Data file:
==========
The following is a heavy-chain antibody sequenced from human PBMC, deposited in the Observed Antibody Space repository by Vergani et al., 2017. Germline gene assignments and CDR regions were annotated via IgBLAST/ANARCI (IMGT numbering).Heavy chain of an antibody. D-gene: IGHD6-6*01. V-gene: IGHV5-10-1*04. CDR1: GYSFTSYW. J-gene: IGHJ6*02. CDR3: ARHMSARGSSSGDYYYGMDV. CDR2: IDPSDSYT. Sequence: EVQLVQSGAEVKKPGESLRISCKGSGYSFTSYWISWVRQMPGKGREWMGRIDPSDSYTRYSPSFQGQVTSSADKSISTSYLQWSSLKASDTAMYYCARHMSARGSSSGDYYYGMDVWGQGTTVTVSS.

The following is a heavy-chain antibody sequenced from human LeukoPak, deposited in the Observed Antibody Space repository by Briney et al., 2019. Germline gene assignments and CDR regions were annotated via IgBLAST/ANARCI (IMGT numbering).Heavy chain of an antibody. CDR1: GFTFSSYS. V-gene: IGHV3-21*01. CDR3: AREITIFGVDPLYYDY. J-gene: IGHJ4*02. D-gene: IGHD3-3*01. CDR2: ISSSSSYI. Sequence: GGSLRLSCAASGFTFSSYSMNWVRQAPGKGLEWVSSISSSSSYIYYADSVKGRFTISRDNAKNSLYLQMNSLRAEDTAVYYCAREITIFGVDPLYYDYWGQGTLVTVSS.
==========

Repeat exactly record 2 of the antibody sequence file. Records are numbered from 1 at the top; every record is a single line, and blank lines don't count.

The following is a heavy-chain antibody sequenced from human LeukoPak, deposited in the Observed Antibody Space repository by Briney et al., 2019. Germline gene assignments and CDR regions were annotated via IgBLAST/ANARCI (IMGT numbering).Heavy chain of an antibody. CDR1: GFTFSSYS. V-gene: IGHV3-21*01. CDR3: AREITIFGVDPLYYDY. J-gene: IGHJ4*02. D-gene: IGHD3-3*01. CDR2: ISSSSSYI. Sequence: GGSLRLSCAASGFTFSSYSMNWVRQAPGKGLEWVSSISSSSSYIYYADSVKGRFTISRDNAKNSLYLQMNSLRAEDTAVYYCAREITIFGVDPLYYDYWGQGTLVTVSS.